The Stack Archive

Power sharing system promises 25% boost in efficiency for data centres

Tue 5 Jul 2016

ANU data centre savings

Australian scientists have developed a new processing power sharing system, which could lead to a huge boost in energy efficiency for large data centres.

The research team based at the Australian National University (ANU) in Canberra worked alongside Microsoft scientists to design a technique for computer operating systems which would improve efficiency in data centre environments by up to 25%. The system allows an OS to share its processing power, providing a significant efficiency bonus for servers managing search requests and user interactions.

Lead researcher Professor Steve Blackburn from ANU’s computer science department explained in the media release: ‘Computer servers spend a lot of time waiting around for search requests to come in. By sneaking in other processes while they are waiting, we can use the computers more efficiently.’

Blackburn added that the boost in efficiency was inspired by the Brothers Grimm fairy tale, the Elves and the Shoemaker. ‘It’s just like the elves that used the shoemaker’s tools at night,’ he said.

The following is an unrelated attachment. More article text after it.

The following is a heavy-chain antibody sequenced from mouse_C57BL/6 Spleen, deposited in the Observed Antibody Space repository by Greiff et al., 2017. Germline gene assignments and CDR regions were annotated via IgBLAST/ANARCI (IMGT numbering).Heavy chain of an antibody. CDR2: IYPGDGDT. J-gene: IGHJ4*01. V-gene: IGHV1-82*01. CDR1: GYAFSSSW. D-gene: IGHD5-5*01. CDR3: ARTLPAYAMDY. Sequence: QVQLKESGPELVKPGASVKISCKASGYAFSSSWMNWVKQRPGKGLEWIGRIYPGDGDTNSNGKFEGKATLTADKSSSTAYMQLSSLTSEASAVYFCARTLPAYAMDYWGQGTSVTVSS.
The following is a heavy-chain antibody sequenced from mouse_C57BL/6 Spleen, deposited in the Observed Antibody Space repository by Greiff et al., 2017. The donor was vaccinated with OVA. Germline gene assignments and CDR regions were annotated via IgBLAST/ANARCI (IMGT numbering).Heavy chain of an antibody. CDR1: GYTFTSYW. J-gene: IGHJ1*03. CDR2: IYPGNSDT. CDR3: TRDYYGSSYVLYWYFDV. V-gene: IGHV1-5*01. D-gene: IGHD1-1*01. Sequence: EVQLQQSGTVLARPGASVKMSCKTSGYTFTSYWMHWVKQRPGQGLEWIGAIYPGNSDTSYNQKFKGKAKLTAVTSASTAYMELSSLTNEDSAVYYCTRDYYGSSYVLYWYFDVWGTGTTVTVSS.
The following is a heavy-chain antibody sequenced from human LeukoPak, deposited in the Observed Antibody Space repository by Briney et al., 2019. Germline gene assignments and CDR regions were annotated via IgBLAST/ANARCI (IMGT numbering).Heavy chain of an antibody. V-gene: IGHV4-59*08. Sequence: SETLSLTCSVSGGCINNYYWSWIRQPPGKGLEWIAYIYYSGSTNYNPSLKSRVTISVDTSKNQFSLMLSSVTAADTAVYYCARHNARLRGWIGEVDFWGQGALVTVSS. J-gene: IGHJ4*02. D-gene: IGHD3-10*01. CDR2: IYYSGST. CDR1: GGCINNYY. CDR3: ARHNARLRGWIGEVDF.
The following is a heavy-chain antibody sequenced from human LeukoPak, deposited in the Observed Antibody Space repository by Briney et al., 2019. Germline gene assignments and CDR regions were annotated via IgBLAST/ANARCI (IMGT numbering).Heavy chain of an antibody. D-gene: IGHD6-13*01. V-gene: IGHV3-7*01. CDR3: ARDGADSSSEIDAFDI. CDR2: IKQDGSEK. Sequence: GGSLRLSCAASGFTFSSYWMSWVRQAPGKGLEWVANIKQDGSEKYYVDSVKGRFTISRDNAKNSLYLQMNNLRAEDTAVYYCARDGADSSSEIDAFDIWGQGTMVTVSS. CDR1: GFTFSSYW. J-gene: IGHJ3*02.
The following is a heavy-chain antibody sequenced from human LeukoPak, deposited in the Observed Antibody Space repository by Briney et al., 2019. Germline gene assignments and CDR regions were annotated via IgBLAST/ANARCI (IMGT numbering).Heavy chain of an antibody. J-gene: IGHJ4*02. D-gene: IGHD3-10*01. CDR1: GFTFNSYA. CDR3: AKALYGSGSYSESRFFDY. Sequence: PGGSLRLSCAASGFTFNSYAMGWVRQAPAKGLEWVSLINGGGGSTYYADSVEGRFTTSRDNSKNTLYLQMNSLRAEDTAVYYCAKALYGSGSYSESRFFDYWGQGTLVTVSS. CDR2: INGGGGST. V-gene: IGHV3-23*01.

Using algorithms, informed by server and application performance analysis, the team can identify non-time critical workloads which are then assigned to an idle operating system. These processes are then programmed to give way to any immediate search requests if required. ‘We have analysed the operating system’s performance 100 times more closely than before, which is crucial, because much of the activity that occurs inside a computer happens at very high frequencies,’ added ANU PhD student Xi Yang.

Blackburn went on to explain that the new technique is extremely easy to implement on existing hardware, and claimed that in some applications the model had made a server nine times more efficient.

Tech giant Microsoft has collaborated closely on the project – the speed and efficiency of executing user requests being a large factor in the company’s success. A lag as tiny as one hundredth of a second could mean a considerable loss in revenue. Yang noted that currently companies have ‘no control of when users request a search’, so they tend to have large server capacity that is mostly untapped.


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